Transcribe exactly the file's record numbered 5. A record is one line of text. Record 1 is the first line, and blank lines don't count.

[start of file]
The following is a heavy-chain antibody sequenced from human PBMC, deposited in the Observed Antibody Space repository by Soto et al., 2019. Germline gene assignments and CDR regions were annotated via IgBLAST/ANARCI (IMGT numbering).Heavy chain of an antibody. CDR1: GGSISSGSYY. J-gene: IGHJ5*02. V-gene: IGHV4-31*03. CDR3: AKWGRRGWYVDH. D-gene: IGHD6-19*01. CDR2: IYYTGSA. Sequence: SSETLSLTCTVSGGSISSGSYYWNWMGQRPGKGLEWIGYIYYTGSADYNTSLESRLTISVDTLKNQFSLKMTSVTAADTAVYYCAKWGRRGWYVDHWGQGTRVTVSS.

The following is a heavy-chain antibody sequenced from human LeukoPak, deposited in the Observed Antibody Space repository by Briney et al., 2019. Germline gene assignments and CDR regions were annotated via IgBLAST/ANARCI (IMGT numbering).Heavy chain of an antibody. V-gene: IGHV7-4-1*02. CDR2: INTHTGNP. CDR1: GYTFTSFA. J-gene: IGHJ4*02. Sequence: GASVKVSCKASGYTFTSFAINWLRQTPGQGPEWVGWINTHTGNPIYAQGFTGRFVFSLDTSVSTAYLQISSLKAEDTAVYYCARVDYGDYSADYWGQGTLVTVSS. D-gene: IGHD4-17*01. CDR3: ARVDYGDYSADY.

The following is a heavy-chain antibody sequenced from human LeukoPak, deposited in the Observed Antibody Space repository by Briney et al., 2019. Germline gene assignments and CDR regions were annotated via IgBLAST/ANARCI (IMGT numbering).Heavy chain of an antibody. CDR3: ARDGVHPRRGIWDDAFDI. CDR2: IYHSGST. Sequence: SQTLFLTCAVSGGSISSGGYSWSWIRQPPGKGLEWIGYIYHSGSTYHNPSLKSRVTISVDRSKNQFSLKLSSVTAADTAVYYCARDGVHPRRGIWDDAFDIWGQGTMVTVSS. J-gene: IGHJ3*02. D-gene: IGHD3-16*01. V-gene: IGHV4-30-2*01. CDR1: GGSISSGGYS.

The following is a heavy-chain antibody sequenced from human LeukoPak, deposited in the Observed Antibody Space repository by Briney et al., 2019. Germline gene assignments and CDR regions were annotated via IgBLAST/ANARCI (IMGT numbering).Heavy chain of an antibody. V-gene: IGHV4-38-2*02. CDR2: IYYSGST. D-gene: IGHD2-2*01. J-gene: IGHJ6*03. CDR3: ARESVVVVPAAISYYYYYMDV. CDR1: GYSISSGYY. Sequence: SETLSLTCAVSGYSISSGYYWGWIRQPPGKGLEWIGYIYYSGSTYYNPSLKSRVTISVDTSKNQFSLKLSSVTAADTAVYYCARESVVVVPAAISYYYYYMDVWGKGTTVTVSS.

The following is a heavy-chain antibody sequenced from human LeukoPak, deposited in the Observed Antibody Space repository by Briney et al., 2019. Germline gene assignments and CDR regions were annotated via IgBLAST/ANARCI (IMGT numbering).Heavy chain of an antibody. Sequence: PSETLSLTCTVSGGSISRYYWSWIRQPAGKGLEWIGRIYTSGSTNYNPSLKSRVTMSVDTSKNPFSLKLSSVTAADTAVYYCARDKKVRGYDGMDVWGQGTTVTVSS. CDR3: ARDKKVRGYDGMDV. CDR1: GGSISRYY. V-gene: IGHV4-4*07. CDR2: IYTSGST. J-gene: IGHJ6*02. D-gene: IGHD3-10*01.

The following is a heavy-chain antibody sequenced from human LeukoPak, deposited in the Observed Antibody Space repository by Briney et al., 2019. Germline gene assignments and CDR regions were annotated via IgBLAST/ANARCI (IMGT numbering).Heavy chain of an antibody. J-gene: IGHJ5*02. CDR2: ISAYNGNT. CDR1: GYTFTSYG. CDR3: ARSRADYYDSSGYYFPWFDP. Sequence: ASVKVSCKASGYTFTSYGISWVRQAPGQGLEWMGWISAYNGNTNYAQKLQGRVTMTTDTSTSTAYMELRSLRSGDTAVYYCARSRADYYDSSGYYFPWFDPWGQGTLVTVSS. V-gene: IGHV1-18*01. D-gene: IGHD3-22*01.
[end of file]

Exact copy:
The following is a heavy-chain antibody sequenced from human LeukoPak, deposited in the Observed Antibody Space repository by Briney et al., 2019. Germline gene assignments and CDR regions were annotated via IgBLAST/ANARCI (IMGT numbering).Heavy chain of an antibody. Sequence: PSETLSLTCTVSGGSISRYYWSWIRQPAGKGLEWIGRIYTSGSTNYNPSLKSRVTMSVDTSKNPFSLKLSSVTAADTAVYYCARDKKVRGYDGMDVWGQGTTVTVSS. CDR3: ARDKKVRGYDGMDV. CDR1: GGSISRYY. V-gene: IGHV4-4*07. CDR2: IYTSGST. J-gene: IGHJ6*02. D-gene: IGHD3-10*01.